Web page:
Statistical and Biological Physics

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Turbulence is a fundamental and ubiquitous phenomenon in nature, ranging from astrophysical to biophysical scales. At the same time, it is widely acknowledged as one of the key unsolved problems in modern physics. While in the past, most theoretical work in this area has been devoted to simple fluids as described by the Navier-Stokes equations, there is now a growing awareness for the need to extend the research focus to systems with multiscale drive and/or dissipation. This includes various types of complex fluids, plasmas, as well as active systems. One very interesting example of this kind is "low Reynolds number turbulence" in dense bacterial suspensions. Recently, a continuum model has been proposed to describe the experimentally observed flows. It is based on the Navier-Stokes equations, but extends them to include some of the most general terms admitted by the symmetry of the problem, e.g., Swift-Hohenberg terms to represent the drive/dissipation as well as an additional Toner-Tu-type cubic nonlinearity which can interact with the quadratic Navier-Stokes nonlinearity. While developed in the context of living fluids, it is expected to be applicable to many other systems. The present work represents the first systematic study of turbulence described by this model. Our combined numerical and analytical analysis reveals, in particular, that the energy spectrum exhibits a power law at large scales as reported in [1], but that it is not universal and that its slope depends both on finite-size effects of the simulation domain as well as on system parameters. Further investigations even provide a quantitative expression for this dependence which is reinforced by numerical simulations. more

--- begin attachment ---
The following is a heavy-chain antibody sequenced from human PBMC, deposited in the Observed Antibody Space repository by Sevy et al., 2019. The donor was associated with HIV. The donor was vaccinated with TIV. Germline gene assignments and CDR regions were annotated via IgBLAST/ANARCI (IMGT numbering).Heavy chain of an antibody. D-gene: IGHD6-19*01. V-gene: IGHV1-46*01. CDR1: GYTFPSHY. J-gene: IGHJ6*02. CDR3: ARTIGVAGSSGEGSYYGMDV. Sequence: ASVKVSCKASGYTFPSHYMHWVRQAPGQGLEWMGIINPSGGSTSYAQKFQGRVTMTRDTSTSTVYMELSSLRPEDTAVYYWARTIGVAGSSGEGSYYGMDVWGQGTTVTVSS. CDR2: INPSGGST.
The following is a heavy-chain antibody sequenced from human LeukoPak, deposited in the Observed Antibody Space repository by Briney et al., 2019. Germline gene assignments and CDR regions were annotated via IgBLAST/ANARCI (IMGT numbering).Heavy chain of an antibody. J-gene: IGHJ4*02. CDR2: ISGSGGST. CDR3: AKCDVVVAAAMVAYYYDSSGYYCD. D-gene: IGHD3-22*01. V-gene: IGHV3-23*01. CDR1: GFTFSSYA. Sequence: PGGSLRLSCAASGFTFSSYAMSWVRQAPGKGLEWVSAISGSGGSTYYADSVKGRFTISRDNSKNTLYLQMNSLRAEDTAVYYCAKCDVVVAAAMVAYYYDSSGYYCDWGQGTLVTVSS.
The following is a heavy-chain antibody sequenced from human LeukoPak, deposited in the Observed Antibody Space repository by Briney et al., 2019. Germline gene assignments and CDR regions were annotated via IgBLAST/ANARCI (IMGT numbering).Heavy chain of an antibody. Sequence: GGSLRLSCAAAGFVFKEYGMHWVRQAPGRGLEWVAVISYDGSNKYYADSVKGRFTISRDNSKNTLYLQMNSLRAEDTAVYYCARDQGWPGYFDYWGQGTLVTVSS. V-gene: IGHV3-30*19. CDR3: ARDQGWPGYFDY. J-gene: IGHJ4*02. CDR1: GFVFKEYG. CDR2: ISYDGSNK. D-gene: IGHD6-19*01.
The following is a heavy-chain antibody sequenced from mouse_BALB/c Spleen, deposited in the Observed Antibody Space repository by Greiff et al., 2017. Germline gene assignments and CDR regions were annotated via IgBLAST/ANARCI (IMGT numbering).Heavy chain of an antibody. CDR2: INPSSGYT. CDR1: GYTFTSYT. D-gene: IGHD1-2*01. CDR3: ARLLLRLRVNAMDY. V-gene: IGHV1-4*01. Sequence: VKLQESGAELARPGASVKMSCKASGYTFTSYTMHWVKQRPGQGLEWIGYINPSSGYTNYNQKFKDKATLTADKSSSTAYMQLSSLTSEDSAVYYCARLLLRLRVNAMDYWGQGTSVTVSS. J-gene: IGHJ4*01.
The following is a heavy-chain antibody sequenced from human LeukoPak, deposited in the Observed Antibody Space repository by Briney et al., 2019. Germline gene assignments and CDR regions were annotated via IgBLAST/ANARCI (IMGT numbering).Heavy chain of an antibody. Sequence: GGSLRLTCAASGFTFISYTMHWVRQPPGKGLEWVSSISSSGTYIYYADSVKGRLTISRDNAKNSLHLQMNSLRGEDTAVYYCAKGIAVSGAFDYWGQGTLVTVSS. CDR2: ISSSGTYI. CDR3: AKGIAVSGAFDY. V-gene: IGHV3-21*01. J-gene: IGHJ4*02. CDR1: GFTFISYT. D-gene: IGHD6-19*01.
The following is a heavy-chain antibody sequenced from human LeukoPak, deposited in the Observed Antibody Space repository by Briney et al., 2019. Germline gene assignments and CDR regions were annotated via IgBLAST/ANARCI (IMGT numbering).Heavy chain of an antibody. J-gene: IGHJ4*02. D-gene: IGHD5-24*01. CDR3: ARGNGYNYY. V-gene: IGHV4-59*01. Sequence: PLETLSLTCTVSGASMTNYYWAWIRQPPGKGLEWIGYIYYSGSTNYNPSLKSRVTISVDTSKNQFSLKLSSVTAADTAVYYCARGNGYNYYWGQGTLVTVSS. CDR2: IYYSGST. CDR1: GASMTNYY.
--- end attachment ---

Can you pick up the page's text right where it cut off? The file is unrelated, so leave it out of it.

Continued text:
It has been exactly 20 years since the first physical studies which attempted to connect macroscopic collective behaviours in biological active matter systems to phase transitions and nonequilibrium physics. During the years, it has become clear that the precise knowledge of the interaction among the constituents is the key for understanding the emergence of order. In recent years, Boltzmann equations for propelled particles have been developed in order to connect the microscopic dynamics of the individual constituents to the meso- or macroscopic behaviour of the system. However due to the lack of quantitative experimental data, all models relied on very crude assumption of the interaction – most times simple digital interaction were assumed: collisions below 90 degrees align, above they are unaffected by the collision. more